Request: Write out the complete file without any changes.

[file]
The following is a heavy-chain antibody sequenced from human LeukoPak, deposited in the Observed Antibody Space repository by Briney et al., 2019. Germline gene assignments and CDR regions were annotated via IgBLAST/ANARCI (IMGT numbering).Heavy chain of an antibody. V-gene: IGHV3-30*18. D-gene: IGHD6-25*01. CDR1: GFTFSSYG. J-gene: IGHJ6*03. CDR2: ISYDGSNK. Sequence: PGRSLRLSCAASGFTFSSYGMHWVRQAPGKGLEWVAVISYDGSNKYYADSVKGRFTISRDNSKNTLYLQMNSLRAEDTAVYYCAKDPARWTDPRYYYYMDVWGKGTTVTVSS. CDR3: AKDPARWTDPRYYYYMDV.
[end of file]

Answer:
The following is a heavy-chain antibody sequenced from human LeukoPak, deposited in the Observed Antibody Space repository by Briney et al., 2019. Germline gene assignments and CDR regions were annotated via IgBLAST/ANARCI (IMGT numbering).Heavy chain of an antibody. V-gene: IGHV3-30*18. D-gene: IGHD6-25*01. CDR1: GFTFSSYG. J-gene: IGHJ6*03. CDR2: ISYDGSNK. Sequence: PGRSLRLSCAASGFTFSSYGMHWVRQAPGKGLEWVAVISYDGSNKYYADSVKGRFTISRDNSKNTLYLQMNSLRAEDTAVYYCAKDPARWTDPRYYYYMDVWGKGTTVTVSS. CDR3: AKDPARWTDPRYYYYMDV.